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When was the transition of the word form 'ut'/'uþ' to 'out'? I'd like to know about the frequency or first attestations.

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  • This would be better as two separate questions. Questions asking for external resources are usually handled on the ELU Meta site. Sep 22, 2023 at 13:20
  • The OED would be a good start for the history of "out". Beyond that, search academic bibliographical databases to see if there are any papers on the subject.
    – Stuart F
    Sep 22, 2023 at 13:22
  • I'm removing the second question to keep the question focused. Please refer to the etymology section of our list of resources for more information. The answers you get here might also help you see some of those resources in use.
    – Laurel
    Sep 22, 2023 at 14:07
  • Nobody knows. All one might get is the first printed reference, centuries after it was first spoken. By the time a dictionary noticed it, it was established in some places if not all. Sep 22, 2023 at 16:01

2 Answers 2

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This transition was a regular consequence of the Great Vowel Shift:

ut → out, hus → house, tun → town, hlud → loud.

Wikipedia has an approximate timeline.

The transition went through several intermediate stages (scholars disagree on exactly what these intermediate stages were). Wikipedia seems to say it was pronounced ut in 1400, and reached something like the modern out in 1700.

There's no point trying to give an exact date, because some regions were undoubtedly still pronouncing it [ut] (oot) when other regions had already started pronouncing it [out] (oat). I suspect the transition from [ut] → [out] took something like a century to complete, and at the end of this century the following change (to [ɔu]) had already started.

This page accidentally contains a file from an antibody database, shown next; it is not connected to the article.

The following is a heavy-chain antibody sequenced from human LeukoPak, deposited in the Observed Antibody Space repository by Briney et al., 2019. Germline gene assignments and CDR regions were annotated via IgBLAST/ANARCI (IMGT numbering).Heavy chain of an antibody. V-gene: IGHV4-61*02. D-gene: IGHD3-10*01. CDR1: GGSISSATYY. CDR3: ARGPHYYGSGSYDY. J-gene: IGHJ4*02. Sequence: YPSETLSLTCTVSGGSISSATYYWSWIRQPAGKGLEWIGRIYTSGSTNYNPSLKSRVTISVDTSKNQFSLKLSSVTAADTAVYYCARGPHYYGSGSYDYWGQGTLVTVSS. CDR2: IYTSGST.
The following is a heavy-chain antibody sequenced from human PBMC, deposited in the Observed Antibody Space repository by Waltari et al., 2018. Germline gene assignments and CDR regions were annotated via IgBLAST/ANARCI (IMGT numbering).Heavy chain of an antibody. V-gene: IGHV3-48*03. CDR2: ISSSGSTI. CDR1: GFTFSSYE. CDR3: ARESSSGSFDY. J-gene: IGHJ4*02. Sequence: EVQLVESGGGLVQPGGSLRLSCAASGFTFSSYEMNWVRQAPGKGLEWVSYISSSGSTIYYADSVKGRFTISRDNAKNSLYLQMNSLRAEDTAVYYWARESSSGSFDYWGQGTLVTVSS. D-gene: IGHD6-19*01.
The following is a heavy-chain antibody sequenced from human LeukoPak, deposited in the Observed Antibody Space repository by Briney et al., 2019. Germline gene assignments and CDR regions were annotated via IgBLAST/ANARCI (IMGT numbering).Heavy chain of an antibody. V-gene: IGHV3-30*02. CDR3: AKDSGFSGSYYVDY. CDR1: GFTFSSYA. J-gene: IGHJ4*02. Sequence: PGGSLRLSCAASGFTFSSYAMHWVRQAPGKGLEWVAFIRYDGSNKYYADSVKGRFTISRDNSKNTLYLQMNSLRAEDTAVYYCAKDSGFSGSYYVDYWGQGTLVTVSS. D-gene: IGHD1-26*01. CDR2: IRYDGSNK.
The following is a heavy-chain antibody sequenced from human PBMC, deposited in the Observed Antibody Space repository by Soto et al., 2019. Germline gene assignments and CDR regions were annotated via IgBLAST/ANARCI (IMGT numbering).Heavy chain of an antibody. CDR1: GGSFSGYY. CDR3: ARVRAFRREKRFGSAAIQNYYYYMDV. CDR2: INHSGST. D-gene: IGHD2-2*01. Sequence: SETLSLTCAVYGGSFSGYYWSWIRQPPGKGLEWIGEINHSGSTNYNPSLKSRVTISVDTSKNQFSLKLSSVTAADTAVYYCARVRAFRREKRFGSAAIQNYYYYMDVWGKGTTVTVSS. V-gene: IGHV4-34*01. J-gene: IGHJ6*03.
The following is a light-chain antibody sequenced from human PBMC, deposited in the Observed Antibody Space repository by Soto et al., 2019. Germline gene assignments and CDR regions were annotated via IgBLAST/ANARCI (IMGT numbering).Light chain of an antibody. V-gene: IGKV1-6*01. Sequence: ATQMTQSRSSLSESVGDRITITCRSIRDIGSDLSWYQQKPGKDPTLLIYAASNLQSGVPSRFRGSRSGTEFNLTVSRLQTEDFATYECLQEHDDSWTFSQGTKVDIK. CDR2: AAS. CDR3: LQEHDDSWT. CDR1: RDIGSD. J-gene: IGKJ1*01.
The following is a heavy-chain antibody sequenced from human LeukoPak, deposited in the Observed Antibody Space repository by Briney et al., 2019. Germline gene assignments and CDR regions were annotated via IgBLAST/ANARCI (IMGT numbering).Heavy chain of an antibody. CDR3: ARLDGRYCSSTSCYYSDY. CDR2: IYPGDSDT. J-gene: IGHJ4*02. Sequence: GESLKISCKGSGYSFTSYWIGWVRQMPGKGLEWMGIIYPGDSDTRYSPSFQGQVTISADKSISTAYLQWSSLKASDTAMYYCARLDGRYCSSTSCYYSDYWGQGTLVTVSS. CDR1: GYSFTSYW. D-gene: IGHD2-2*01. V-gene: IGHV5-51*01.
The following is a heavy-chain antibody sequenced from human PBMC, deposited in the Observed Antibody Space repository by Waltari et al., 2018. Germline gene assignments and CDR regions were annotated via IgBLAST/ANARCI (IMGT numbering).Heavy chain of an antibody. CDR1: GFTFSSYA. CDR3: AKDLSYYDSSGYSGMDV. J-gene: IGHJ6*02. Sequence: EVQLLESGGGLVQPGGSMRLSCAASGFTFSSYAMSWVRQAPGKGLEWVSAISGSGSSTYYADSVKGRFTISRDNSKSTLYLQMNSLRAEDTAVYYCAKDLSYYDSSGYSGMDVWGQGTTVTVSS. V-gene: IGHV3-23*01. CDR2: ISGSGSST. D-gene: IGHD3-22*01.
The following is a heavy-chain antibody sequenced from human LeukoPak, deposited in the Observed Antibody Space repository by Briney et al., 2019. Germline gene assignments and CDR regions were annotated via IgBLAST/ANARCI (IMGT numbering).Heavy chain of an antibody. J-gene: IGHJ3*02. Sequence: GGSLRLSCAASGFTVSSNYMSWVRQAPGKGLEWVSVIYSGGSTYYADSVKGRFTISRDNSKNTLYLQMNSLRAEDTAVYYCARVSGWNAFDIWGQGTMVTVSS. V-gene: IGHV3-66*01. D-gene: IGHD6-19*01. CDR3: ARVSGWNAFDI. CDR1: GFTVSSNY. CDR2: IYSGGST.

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    "There's no point trying to give an exact date, because some regions were undoubtedly still pronouncing it [ut] (oot)" - indeed, and some regions still do :)
    – psmears
    Sep 22, 2023 at 14:24
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    …& I cannot hope to spell how 'out' is pronounced in Belfast. 'aoyt' is the best I can do, but it's not right.
    – Tetsujin
    Sep 22, 2023 at 16:17
  • I am actually more interested in the written conventions, trying to determine a terminus post quem of an image reproduce from a lost manuscript. I suppose that the written change would be later than that in pronunciation.
    – trespda
    Sep 22, 2023 at 17:35
  • @trespda The written form usually follows from pronunciation. So during the time of the shift, there were probably different spellings depending on who was writing it.
    – Barmar
    Sep 22, 2023 at 19:38
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OED out:

Out was formed by a merging of two distinct words, Old English ūt and ūte (apparently already confused in Old English).

(i) Old English ūt is cognate with Old Frisian ūt, and was originally only an adverb,

(ii) Old English ūte is cognate with Old Frisian ūte, Old Saxon ūta, ūte, (translating ancient Greek ἔξω outside)

These two forms became merged in later Middle English.

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